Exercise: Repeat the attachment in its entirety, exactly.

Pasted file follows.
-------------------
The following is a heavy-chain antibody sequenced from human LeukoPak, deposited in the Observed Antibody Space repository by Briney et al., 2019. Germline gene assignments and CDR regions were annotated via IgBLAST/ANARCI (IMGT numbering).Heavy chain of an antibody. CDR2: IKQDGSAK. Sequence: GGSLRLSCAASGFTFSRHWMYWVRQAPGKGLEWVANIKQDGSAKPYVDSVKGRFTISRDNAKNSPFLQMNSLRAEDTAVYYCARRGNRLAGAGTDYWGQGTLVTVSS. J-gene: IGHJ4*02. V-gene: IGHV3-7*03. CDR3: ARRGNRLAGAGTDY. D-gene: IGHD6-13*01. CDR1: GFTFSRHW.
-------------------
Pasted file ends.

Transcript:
The following is a heavy-chain antibody sequenced from human LeukoPak, deposited in the Observed Antibody Space repository by Briney et al., 2019. Germline gene assignments and CDR regions were annotated via IgBLAST/ANARCI (IMGT numbering).Heavy chain of an antibody. CDR2: IKQDGSAK. Sequence: GGSLRLSCAASGFTFSRHWMYWVRQAPGKGLEWVANIKQDGSAKPYVDSVKGRFTISRDNAKNSPFLQMNSLRAEDTAVYYCARRGNRLAGAGTDYWGQGTLVTVSS. J-gene: IGHJ4*02. V-gene: IGHV3-7*03. CDR3: ARRGNRLAGAGTDY. D-gene: IGHD6-13*01. CDR1: GFTFSRHW.